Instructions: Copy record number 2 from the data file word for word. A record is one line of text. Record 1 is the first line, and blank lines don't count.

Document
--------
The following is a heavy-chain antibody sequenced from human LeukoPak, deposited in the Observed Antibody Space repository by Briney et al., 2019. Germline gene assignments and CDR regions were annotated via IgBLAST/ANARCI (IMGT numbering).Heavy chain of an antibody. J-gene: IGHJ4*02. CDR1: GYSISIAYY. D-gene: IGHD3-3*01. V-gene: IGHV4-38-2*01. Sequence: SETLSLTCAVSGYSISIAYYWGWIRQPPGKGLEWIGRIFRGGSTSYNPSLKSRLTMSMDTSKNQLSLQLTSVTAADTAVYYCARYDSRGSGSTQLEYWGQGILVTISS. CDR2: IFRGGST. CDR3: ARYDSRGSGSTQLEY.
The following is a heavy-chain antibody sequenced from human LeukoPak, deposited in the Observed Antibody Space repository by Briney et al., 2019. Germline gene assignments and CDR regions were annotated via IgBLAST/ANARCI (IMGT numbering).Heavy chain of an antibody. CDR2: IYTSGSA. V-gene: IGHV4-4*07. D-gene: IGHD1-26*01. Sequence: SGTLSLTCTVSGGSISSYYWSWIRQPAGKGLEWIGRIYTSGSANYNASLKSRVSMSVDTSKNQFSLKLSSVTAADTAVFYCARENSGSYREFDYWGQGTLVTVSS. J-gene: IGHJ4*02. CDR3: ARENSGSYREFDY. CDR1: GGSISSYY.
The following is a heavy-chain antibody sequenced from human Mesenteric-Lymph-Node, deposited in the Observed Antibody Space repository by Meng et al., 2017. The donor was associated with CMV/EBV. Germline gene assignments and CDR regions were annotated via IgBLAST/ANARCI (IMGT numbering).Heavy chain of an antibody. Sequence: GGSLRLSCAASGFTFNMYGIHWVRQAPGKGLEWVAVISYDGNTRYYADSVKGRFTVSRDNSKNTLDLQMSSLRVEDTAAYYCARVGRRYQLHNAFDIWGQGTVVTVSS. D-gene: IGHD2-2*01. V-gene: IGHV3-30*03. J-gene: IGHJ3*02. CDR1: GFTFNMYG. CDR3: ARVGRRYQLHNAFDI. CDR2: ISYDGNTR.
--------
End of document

The following is a heavy-chain antibody sequenced from human LeukoPak, deposited in the Observed Antibody Space repository by Briney et al., 2019. Germline gene assignments and CDR regions were annotated via IgBLAST/ANARCI (IMGT numbering).Heavy chain of an antibody. CDR2: IYTSGSA. V-gene: IGHV4-4*07. D-gene: IGHD1-26*01. Sequence: SGTLSLTCTVSGGSISSYYWSWIRQPAGKGLEWIGRIYTSGSANYNASLKSRVSMSVDTSKNQFSLKLSSVTAADTAVFYCARENSGSYREFDYWGQGTLVTVSS. J-gene: IGHJ4*02. CDR3: ARENSGSYREFDY. CDR1: GGSISSYY.